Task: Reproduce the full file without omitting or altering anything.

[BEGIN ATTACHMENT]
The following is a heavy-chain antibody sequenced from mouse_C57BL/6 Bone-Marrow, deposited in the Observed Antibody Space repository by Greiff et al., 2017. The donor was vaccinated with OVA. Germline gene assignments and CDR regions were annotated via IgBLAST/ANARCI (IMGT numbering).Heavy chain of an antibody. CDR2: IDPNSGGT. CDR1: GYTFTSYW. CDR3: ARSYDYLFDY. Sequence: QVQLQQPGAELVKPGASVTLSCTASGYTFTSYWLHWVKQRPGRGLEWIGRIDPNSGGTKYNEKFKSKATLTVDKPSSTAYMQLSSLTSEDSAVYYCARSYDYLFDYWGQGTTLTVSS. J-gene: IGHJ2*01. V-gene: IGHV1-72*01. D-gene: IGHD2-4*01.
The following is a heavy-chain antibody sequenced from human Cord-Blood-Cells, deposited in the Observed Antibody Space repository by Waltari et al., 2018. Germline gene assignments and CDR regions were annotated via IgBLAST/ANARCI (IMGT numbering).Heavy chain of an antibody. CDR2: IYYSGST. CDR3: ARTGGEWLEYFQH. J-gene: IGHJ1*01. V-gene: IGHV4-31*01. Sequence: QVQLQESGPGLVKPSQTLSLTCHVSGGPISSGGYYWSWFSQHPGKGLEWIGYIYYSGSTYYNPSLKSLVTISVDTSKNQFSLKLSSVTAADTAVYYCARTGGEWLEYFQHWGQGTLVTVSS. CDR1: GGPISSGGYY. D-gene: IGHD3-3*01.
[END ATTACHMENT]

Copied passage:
The following is a heavy-chain antibody sequenced from mouse_C57BL/6 Bone-Marrow, deposited in the Observed Antibody Space repository by Greiff et al., 2017. The donor was vaccinated with OVA. Germline gene assignments and CDR regions were annotated via IgBLAST/ANARCI (IMGT numbering).Heavy chain of an antibody. CDR2: IDPNSGGT. CDR1: GYTFTSYW. CDR3: ARSYDYLFDY. Sequence: QVQLQQPGAELVKPGASVTLSCTASGYTFTSYWLHWVKQRPGRGLEWIGRIDPNSGGTKYNEKFKSKATLTVDKPSSTAYMQLSSLTSEDSAVYYCARSYDYLFDYWGQGTTLTVSS. J-gene: IGHJ2*01. V-gene: IGHV1-72*01. D-gene: IGHD2-4*01.
The following is a heavy-chain antibody sequenced from human Cord-Blood-Cells, deposited in the Observed Antibody Space repository by Waltari et al., 2018. Germline gene assignments and CDR regions were annotated via IgBLAST/ANARCI (IMGT numbering).Heavy chain of an antibody. CDR2: IYYSGST. CDR3: ARTGGEWLEYFQH. J-gene: IGHJ1*01. V-gene: IGHV4-31*01. Sequence: QVQLQESGPGLVKPSQTLSLTCHVSGGPISSGGYYWSWFSQHPGKGLEWIGYIYYSGSTYYNPSLKSLVTISVDTSKNQFSLKLSSVTAADTAVYYCARTGGEWLEYFQHWGQGTLVTVSS. CDR1: GGPISSGGYY. D-gene: IGHD3-3*01.